The need (context).
Several times a day, we need to migrate a set of digital assets from one system to another. The process uses memory (the assets are held in memory for a short time) and we need to do our best to keep the memory capacity down. Fortunately, we have some flexibility (there is no hard ceiling) but there is a noticeable performance improvement if we keep our migration to about 50Mb of assets at a time.
Each migration consists of about 15,000 digital assets, ranging from a hundred bytes or so, up to well over 50Mb (but very rarely). A typical (std) distribution of our assets has a mean (μ) of 213777.0 and a standard deviation (σ) of 1591525.0 - this isn't very accurate - (there's a slight pull towards the low end and then a few very big assets), but it's good enough.
Each asset has a unique id and, along with some other metadata, we have its size available to us. Although we could use an 'asset' struct, for flexibility sake (and because I am unused to templates), I chose to use a pair<size_t,size_t> to represent each asset - the first being the id, the second being the actual size of the asset. (size_t is suitable for both the id and the asset size). I know structs would be more suitable, and will make the change as suggested below.
Therefore, it seemed reasonable (still does) to use a bin-packing solution (a 1-D knapsack-problem).
The criteria of assessment.
The calculation speed of the bin-packing solution is not very important (we are looking at only 15k assets), and neither is a terribly optimal solution. The primary criterion was ease of understanding, and ease of use. Some of our juniors have never heard of bin-packing, and finding a reasonably easy to read method with few lines is more important than a very generalised, maximally optimal, super-fast solution.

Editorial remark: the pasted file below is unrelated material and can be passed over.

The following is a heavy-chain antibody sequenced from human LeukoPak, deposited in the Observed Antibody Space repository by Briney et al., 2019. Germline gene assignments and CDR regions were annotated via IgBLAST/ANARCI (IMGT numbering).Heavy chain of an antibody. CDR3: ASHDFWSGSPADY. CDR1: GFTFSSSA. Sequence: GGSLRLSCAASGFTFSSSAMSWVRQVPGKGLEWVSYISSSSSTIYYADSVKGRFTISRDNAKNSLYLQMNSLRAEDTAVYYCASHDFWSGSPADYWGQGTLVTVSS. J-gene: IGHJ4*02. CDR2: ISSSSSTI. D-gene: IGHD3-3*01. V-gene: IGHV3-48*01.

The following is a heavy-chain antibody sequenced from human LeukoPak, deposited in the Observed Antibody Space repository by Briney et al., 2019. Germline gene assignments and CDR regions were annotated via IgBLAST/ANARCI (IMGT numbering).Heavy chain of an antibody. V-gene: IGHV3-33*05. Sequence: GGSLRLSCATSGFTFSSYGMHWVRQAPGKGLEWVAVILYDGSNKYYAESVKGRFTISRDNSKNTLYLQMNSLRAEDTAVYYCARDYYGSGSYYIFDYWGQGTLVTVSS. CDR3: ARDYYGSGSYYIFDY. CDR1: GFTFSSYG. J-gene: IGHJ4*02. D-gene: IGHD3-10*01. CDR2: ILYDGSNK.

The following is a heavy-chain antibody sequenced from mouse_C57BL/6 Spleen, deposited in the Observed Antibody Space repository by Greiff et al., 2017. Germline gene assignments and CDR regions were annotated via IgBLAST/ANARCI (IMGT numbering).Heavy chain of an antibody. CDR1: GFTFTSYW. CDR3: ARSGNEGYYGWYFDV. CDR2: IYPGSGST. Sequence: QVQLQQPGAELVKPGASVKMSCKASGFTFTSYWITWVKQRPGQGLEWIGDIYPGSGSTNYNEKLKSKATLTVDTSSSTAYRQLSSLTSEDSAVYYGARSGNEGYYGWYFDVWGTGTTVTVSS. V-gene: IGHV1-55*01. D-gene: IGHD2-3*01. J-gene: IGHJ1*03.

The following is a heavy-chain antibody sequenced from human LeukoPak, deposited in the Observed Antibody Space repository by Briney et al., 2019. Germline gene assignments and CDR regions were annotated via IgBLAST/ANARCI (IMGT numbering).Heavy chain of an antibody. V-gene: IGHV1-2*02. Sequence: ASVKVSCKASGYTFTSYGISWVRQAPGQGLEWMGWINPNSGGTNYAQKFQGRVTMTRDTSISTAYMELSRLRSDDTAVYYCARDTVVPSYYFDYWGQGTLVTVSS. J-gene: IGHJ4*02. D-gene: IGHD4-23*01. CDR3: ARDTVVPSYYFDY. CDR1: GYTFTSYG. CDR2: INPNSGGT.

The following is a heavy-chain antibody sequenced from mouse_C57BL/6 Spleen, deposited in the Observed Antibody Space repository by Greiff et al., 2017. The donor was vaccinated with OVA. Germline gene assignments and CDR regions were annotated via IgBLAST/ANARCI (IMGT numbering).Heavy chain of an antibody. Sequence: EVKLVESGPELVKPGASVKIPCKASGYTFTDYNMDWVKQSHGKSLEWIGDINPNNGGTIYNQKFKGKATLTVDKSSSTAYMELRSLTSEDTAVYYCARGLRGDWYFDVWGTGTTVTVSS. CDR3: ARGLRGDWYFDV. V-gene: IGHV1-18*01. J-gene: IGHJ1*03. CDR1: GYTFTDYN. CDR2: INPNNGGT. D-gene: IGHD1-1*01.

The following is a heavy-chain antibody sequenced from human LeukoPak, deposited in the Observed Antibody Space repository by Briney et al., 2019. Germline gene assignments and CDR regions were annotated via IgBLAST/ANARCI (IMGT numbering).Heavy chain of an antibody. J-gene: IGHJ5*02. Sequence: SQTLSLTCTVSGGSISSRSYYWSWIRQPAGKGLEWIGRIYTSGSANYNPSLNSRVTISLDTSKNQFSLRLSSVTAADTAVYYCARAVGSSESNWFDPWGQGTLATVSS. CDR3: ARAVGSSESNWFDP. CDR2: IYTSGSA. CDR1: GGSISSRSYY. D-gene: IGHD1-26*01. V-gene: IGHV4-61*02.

Wikipedia, StackOverflow, and Google are always the first places to look, of course; and bin-packing is a very well-addressed area.
From these, I found the code by Bastian Rieck on his bin-packing GitHub repo, specifically the max_rest_pq function that uses a priority queue.
While it worked fine, I am not familiar with std::priority_queue, and likewise, it seemed only to store the size of each bin, not the contents of each bin. I chose to use pair size_t/size_t for asset-id/weight - I'm not so good at templates, but structs will probably be used in the deployed solution.
Instead, I chose to replace Bastian's use of a std::priority_queue with a std::multimap, by exploiting its lower_bound() method (The map's key here represents space available, not size of current fill). Likewise, using extract()/insert() instead of pop()/push() found in std::priority_queue.
Why I asked this question.
While I may be an experienced programmer, I am not a good programmer. I'm looking to improve on the solution I wrote.
It seems to work well against than many other (more complex, lengthy)
algorithms solutions, but maybe it's no good.